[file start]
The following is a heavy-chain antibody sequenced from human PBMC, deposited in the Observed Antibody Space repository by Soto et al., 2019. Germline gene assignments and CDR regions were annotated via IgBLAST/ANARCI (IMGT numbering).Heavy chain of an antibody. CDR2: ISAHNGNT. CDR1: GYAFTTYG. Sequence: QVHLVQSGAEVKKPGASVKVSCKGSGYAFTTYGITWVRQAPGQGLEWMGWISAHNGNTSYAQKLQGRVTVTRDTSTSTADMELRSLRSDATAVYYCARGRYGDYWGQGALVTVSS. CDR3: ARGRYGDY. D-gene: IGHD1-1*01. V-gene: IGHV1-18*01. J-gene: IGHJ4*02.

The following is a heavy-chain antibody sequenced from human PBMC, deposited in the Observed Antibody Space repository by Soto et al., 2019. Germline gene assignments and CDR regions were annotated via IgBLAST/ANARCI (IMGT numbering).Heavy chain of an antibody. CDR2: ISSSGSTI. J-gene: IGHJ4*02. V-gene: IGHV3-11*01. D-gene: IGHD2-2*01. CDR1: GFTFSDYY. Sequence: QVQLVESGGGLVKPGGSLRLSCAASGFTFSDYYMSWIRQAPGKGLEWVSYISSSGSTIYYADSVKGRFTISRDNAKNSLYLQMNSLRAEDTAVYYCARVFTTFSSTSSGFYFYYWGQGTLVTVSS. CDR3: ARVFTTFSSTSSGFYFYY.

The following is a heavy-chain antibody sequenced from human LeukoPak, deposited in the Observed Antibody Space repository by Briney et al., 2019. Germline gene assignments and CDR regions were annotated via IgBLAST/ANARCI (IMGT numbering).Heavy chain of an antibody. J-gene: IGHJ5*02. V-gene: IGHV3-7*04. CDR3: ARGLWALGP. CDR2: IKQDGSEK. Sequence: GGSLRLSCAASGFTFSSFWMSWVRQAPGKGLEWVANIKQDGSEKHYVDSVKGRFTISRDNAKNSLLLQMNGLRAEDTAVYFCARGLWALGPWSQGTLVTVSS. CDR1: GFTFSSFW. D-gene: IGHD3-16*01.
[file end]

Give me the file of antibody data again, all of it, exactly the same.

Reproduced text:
The following is a heavy-chain antibody sequenced from human PBMC, deposited in the Observed Antibody Space repository by Soto et al., 2019. Germline gene assignments and CDR regions were annotated via IgBLAST/ANARCI (IMGT numbering).Heavy chain of an antibody. CDR2: ISAHNGNT. CDR1: GYAFTTYG. Sequence: QVHLVQSGAEVKKPGASVKVSCKGSGYAFTTYGITWVRQAPGQGLEWMGWISAHNGNTSYAQKLQGRVTVTRDTSTSTADMELRSLRSDATAVYYCARGRYGDYWGQGALVTVSS. CDR3: ARGRYGDY. D-gene: IGHD1-1*01. V-gene: IGHV1-18*01. J-gene: IGHJ4*02.

The following is a heavy-chain antibody sequenced from human PBMC, deposited in the Observed Antibody Space repository by Soto et al., 2019. Germline gene assignments and CDR regions were annotated via IgBLAST/ANARCI (IMGT numbering).Heavy chain of an antibody. CDR2: ISSSGSTI. J-gene: IGHJ4*02. V-gene: IGHV3-11*01. D-gene: IGHD2-2*01. CDR1: GFTFSDYY. Sequence: QVQLVESGGGLVKPGGSLRLSCAASGFTFSDYYMSWIRQAPGKGLEWVSYISSSGSTIYYADSVKGRFTISRDNAKNSLYLQMNSLRAEDTAVYYCARVFTTFSSTSSGFYFYYWGQGTLVTVSS. CDR3: ARVFTTFSSTSSGFYFYY.

The following is a heavy-chain antibody sequenced from human LeukoPak, deposited in the Observed Antibody Space repository by Briney et al., 2019. Germline gene assignments and CDR regions were annotated via IgBLAST/ANARCI (IMGT numbering).Heavy chain of an antibody. J-gene: IGHJ5*02. V-gene: IGHV3-7*04. CDR3: ARGLWALGP. CDR2: IKQDGSEK. Sequence: GGSLRLSCAASGFTFSSFWMSWVRQAPGKGLEWVANIKQDGSEKHYVDSVKGRFTISRDNAKNSLLLQMNGLRAEDTAVYFCARGLWALGPWSQGTLVTVSS. CDR1: GFTFSSFW. D-gene: IGHD3-16*01.